## Graphical Krein Signature Theory and Evans-Krein Functions

**Richard Kollár and Peter D. Miller
Department of Applied Mathematics and Statistics, Comenius University Department of Mathematics, University of Michigan, Ann Arbor
**

### Abstract:

Two concepts, evidently very different in nature, have proved to be useful in analytical and numerical studies of spectral stability in nonlinear wave theory: (i) the Krein signature of an eigenvalue, a quantity usually defined in terms of the relative orientation of certain subspaces that is capable of detecting the structural instability of imaginary eigenvalues and hence their potential for moving into the right half-plane leading to dynamical instability under perturbation of the system, and (ii) the Evans function, an analytic function detecting the location of eigenvalues. One might expect these two concepts to be related, but unfortunately examples demonstrate that there is no way in general to deduce the Krein signature of an eigenvalue from the Evans function, for example by studying derivatives of the latter.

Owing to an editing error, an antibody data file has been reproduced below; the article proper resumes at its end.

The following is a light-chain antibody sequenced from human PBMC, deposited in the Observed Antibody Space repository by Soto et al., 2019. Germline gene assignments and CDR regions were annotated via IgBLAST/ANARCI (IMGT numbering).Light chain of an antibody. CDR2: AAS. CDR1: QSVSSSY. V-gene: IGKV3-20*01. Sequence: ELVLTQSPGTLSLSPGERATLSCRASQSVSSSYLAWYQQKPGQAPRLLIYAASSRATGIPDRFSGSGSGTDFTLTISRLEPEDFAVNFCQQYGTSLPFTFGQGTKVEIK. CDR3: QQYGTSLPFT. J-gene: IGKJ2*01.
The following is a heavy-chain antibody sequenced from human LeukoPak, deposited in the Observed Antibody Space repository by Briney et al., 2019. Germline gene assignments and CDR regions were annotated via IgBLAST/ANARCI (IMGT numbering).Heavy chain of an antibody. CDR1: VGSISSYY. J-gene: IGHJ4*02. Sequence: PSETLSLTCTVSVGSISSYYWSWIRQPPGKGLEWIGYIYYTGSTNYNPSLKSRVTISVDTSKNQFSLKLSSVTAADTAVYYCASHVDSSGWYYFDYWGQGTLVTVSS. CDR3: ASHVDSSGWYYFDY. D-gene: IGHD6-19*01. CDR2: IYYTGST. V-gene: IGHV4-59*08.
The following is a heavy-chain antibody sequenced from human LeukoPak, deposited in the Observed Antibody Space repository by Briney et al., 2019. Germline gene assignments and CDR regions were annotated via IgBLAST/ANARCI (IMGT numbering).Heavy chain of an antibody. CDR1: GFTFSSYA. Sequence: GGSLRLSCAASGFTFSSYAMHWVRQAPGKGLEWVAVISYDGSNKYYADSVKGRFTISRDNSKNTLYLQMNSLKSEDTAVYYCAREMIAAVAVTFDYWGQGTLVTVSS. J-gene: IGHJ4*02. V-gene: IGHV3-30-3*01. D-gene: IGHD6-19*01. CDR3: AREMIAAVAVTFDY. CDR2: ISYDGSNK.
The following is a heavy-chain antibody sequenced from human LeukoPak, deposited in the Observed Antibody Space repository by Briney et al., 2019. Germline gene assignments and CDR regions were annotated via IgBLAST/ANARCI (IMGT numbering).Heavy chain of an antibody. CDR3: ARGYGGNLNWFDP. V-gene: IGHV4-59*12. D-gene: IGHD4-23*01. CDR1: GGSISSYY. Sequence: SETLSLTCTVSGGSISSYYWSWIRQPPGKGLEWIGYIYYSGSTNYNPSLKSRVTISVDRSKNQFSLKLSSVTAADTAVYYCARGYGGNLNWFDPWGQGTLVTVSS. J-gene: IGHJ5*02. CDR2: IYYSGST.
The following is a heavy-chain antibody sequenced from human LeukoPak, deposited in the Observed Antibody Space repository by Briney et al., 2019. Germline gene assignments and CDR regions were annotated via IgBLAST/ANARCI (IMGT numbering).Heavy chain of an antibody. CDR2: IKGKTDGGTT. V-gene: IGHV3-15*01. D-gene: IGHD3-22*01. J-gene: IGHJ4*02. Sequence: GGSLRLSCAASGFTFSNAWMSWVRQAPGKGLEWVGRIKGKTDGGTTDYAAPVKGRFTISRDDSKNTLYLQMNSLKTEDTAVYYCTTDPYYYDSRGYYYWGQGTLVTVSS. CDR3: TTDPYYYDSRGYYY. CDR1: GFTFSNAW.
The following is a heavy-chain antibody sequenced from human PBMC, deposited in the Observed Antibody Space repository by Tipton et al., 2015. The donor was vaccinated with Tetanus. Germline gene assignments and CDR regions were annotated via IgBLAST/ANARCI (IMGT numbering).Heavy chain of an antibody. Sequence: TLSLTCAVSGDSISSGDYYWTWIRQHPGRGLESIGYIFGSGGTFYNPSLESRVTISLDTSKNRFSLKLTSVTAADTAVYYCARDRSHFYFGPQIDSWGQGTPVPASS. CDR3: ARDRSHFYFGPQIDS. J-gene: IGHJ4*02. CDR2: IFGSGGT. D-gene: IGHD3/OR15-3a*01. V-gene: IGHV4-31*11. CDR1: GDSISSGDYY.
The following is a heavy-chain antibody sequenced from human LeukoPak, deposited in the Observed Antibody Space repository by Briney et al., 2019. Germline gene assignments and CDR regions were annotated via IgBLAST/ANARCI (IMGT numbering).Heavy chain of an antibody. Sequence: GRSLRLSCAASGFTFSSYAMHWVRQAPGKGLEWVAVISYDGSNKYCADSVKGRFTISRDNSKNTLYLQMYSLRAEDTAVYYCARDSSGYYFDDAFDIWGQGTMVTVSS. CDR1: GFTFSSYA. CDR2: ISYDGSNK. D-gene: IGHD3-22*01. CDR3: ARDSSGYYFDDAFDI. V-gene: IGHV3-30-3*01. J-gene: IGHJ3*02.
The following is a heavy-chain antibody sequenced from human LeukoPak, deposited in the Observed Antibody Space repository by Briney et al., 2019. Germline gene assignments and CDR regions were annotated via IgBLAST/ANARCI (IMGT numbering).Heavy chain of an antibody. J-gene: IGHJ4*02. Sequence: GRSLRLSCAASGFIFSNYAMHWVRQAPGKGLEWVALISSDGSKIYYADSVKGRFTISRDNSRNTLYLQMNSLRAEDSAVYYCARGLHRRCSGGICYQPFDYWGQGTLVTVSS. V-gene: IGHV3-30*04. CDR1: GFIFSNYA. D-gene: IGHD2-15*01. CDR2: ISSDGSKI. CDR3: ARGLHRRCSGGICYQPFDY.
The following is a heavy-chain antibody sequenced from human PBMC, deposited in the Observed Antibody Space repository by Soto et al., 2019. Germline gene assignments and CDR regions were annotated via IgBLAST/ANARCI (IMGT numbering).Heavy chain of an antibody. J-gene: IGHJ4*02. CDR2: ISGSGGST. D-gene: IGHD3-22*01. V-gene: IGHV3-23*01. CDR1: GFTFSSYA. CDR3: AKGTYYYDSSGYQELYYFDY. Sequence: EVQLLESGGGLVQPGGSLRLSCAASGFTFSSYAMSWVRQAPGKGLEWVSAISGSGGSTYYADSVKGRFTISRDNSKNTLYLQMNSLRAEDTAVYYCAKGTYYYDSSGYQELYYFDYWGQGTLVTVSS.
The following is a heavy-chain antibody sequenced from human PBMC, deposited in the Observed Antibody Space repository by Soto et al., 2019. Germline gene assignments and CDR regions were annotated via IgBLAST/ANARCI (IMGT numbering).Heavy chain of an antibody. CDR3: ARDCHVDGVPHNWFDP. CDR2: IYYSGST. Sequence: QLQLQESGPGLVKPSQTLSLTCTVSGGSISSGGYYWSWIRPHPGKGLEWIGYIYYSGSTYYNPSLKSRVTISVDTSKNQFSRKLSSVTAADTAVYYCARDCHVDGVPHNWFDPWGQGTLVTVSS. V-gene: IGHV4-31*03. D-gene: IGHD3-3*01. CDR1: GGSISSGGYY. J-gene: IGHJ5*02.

The purpose of this paper is to recall and popularize a simple graphical interpretation of the Krein signature well-known in the spectral theory of polynomial operator pencils. Once established, this interpretation avoids altogether the need to view the Krein signature in terms of root subspaces and their relation to indefinite quadratic forms. To demonstrate the utility of this graphical interpretation of the Krein signature, we use it to define a simple generalization of the Evans function — the Evans-Krein function — that allows the calculation of Krein signatures in a way that is easy to incorporate into existing Evans function evaluation codes at virtually no additional computational cost. The graphical interpretation of the Krein signature also enables us to give elegant proofs of index theorems for linearized Hamiltonians in the finite dimensional setting: a general result implying as a corollary the generalized Vakhitov-Kolokolov criterion (or Grillakis-Shatah-Strauss criterion) and a count of real eigenvalues for linearized Hamiltonian systems in canonical form. These applications demonstrate how the simple graphical nature of the Krein signature may be easily exploited.